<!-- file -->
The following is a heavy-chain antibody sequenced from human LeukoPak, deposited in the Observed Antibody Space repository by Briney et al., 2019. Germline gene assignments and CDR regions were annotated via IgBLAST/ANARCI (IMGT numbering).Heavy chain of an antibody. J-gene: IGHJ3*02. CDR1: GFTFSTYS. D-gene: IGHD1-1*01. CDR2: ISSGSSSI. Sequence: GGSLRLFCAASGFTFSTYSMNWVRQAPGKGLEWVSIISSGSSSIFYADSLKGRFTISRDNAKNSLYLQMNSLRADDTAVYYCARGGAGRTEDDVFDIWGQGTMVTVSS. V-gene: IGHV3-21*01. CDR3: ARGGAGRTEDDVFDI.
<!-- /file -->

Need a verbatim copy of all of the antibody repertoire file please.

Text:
The following is a heavy-chain antibody sequenced from human LeukoPak, deposited in the Observed Antibody Space repository by Briney et al., 2019. Germline gene assignments and CDR regions were annotated via IgBLAST/ANARCI (IMGT numbering).Heavy chain of an antibody. J-gene: IGHJ3*02. CDR1: GFTFSTYS. D-gene: IGHD1-1*01. CDR2: ISSGSSSI. Sequence: GGSLRLFCAASGFTFSTYSMNWVRQAPGKGLEWVSIISSGSSSIFYADSLKGRFTISRDNAKNSLYLQMNSLRADDTAVYYCARGGAGRTEDDVFDIWGQGTMVTVSS. V-gene: IGHV3-21*01. CDR3: ARGGAGRTEDDVFDI.